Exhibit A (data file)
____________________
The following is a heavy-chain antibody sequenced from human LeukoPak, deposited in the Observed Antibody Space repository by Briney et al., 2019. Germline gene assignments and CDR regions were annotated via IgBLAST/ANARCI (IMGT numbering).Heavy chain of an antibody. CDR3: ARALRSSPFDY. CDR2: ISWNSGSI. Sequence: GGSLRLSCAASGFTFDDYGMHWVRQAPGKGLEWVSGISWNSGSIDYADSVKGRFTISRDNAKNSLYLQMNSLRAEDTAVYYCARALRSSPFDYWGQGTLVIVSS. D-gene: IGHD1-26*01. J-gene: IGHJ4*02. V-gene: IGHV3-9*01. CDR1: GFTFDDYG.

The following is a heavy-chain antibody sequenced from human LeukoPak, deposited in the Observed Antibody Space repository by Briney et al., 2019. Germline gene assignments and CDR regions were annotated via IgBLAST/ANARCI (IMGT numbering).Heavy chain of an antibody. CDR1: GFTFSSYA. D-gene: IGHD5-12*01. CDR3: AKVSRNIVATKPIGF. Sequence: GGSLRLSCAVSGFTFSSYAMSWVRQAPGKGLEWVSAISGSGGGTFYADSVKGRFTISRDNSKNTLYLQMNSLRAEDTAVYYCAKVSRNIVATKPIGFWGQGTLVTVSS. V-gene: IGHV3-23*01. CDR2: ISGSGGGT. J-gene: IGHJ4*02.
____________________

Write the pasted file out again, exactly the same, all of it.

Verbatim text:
The following is a heavy-chain antibody sequenced from human LeukoPak, deposited in the Observed Antibody Space repository by Briney et al., 2019. Germline gene assignments and CDR regions were annotated via IgBLAST/ANARCI (IMGT numbering).Heavy chain of an antibody. CDR3: ARALRSSPFDY. CDR2: ISWNSGSI. Sequence: GGSLRLSCAASGFTFDDYGMHWVRQAPGKGLEWVSGISWNSGSIDYADSVKGRFTISRDNAKNSLYLQMNSLRAEDTAVYYCARALRSSPFDYWGQGTLVIVSS. D-gene: IGHD1-26*01. J-gene: IGHJ4*02. V-gene: IGHV3-9*01. CDR1: GFTFDDYG.

The following is a heavy-chain antibody sequenced from human LeukoPak, deposited in the Observed Antibody Space repository by Briney et al., 2019. Germline gene assignments and CDR regions were annotated via IgBLAST/ANARCI (IMGT numbering).Heavy chain of an antibody. CDR1: GFTFSSYA. D-gene: IGHD5-12*01. CDR3: AKVSRNIVATKPIGF. Sequence: GGSLRLSCAVSGFTFSSYAMSWVRQAPGKGLEWVSAISGSGGGTFYADSVKGRFTISRDNSKNTLYLQMNSLRAEDTAVYYCAKVSRNIVATKPIGFWGQGTLVTVSS. V-gene: IGHV3-23*01. CDR2: ISGSGGGT. J-gene: IGHJ4*02.